These artists explored subconscious thought in order to bypass restrictions placed on people by social convention.

1922 - 1939

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The Case for Surrealism
The Case for Surrealism

Surrealism may be familiar from dorm room posters, but what do you really know about this movement?

Surrealism, an introduction
Surrealism, an introduction

Identifying as agents of change, the Surrealists were interested in Freudian psychology and social revolution.

Salvador Dalí, <em>The Persistence of Memory</em>
Salvador Dalí, The Persistence of Memory

Dalí wages war on the rational in this naturalistic landscape populated by strange objects.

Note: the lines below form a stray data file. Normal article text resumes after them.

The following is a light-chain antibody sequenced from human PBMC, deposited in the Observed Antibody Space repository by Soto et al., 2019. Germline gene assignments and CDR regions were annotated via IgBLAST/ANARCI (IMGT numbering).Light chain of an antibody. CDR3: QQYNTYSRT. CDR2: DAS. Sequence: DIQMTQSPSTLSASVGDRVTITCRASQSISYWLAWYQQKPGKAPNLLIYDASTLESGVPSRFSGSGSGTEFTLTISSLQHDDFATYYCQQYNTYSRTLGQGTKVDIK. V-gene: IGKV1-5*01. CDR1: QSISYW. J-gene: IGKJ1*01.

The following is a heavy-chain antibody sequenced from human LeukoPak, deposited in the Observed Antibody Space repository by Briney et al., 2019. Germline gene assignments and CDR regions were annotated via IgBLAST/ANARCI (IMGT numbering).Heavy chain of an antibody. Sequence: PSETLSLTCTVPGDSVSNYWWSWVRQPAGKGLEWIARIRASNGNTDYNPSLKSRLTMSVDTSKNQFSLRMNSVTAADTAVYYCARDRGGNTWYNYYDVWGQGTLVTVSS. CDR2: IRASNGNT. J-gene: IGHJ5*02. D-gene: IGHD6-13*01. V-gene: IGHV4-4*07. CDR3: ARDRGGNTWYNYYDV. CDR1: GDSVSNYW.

Salvador Dalí, <em>Metamorphosis of Narcissus</em>
Salvador Dalí, Metamorphosis of Narcissus

Dalí’s forms are mirrored and doubled in this disconcerting painting, made in a state of “paranoiac critical activity.”

René Magritte, <em>The Treachery of Images (Ceci n’est pas une pipe)</em>
René Magritte, The Treachery of Images (Ceci n’est pas une pipe)

This painting claims it is not a pipe… so what is it?

Alberto Giacometti, <em>The Palace at 4 a.m.</em>
Alberto Giacometti, The Palace at 4 a.m.

The architectural forms of a dream are constructed as a stage set, ready to be taken apart and reconfigured.

Meret Oppenheim, <em>Object</em> (Fur-covered cup, saucer, and spoon)
Meret Oppenheim, Object (Fur-covered cup, saucer, and spoon)

This furry tea service was a touchstone for Surrealism, but the artist was a victim of her own success.

Man Ray, <em>The Gift</em>
Man Ray, The Gift

Man Ray takes a common household object and renders it strange, dysfunctional, and dangerous.

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